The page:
Words by Flow | Images by Flowtographer

The not-so-minor details

Product

iSSi Trail Pedals

Contact

SCV Imports
www.rideissi.com

Price

AUD159.00

Weight

425gm

Positives

Great range of cleat tension adjustment.
Variety of colour options.
Works with a Shimano cleat.

Negatives

Painted finish scuffs up quickly.
Less shoe/pedal contact than newest Shimano pedals.

Shimano are the big gorilla in the clipless pedal zoo, so perhaps it’s a sign of animal respect that iSSi’s new Trail pedals look, feel and perform just like Shimano equivalent. But iSSi, a small manufacturer out of Minneapolis, do have a few points of difference that may sway riders away from ubiquity of Shimano.


ISSI 8

The nearest equivalent pedal in the Shimano range is the XT Trail – the similarities between the XT and iSSi Trail pedals are obvious – so throughout this review we’ll be drawing a lot of comparisons between these two pedals, apologies in advance if you’re not a Shimano user! The size and weight is practically the same (both around 420g/pair) and getting Shimano riders to give the iSSi pedals a go is simple too, because they will work fine with a Shimano cleat. We didn’t ever bother to install the iSSi cleats, because the Shimano cleats already bolted to all our shoes worked perfectly. The entry/release of the pedals is close to identical too, so there’s no adaptation needed there.

What makes these pedals different?

So what are the differences? Most obvious is the colour – you can get both iSSi’s Trail and XC pedals in a rainbow of colours to match or clash with your bike. The downside with a painted pedal is that they become a bit tattered looking pretty quickly if you ride in rocky terrain. Our red pedals look a bit less Ferrari and a bit more pizza delivery Corolla now. Perhaps the polished silver colour option is the best if you’re worried about your bike looking scuffed up.

ISSI Pedals 2

A 6mm Allen key gives you access to the guts of the pedal.

From a functional perspective, you can get iSSi pedals in two bearing/bushing options; the more expensive ‘Triple’ option runs three sealed bearing, whereas ours has a bearing and bushing combo (like a Shimano). To the pedal’s credit, we’ve had no play develop yet in the bearing/bushing assembly, but servicing is simple with just a 6mm Allen key and 9mm socket needed to take them apart. Riders with massive feet or those with clearance issues (like your heels rubbing on the frame) will appreciate that iSSi offers their pedals in three axle lengths too, with variants that are 6mm or 12mm longer than the 52.2mm standard axle.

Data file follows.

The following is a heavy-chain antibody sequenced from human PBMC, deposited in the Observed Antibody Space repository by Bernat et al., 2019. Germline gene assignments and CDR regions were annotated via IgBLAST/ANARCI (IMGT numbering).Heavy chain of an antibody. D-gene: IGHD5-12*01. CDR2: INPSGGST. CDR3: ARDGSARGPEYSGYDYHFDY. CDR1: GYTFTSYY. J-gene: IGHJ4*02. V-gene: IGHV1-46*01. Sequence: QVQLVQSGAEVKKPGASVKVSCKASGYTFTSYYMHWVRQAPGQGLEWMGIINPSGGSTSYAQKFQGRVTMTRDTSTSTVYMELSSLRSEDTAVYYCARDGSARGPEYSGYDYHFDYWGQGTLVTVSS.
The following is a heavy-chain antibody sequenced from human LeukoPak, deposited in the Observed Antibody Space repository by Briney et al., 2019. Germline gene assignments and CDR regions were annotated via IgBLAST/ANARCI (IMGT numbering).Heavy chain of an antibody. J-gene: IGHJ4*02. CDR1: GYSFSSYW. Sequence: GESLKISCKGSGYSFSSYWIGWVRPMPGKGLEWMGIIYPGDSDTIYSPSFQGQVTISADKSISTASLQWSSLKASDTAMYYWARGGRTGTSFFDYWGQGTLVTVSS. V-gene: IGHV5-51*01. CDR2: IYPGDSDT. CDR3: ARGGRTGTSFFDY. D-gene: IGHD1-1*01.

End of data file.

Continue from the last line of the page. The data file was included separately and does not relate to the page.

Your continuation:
ISSI Pedals 3

The cleat tension indicator is big and obvious, making it easy to ensure even tension on both pedals.

But for us the most important difference is in the pedal’s cleat tension adjustment. The iSSi pedals use a 3mm Allen key for adjustment (which we prefer to the Shimano’s 2.5mm) and allow you to ratchet up a higher level of entry/release tension than with a Shimano. This is good if you’re the kind of rider who often pulls out of a pedal, either under power or while throwing the bike about. While we personally don’t run our pedals that tight, we know some people do, and so it’s good to have that option of cranking them up. We also really appreciate the clear tension indicator of the iSSi pedals, which makes it really easy to ensure you’ve got the same tension across both sides of both pedals. In this regard, the iSSi pedals have the edge.

Where Shimano continue to have an edge is in the support stakes. We’ve just received a set of Shimano’s newest XT pedals this past week, and once again Shimano have increased the contact patch between your shoe and pedal to increase foot stability. It’ll be interesting to see if iSSi follow suit in the near future.

 

Final Thoughts

All up, we’re impressed. We’re not sure if the iSSi Trail pedals are necessarily better than a Shimano XT, but the performance is so similar that we’d struggle to tell the difference underfoot. The colours, cleat tension adjustment range and axle length options will be enough reason for many riders to give them a try, and having such a close competitor to Shimano’s performance can only be a good thing.

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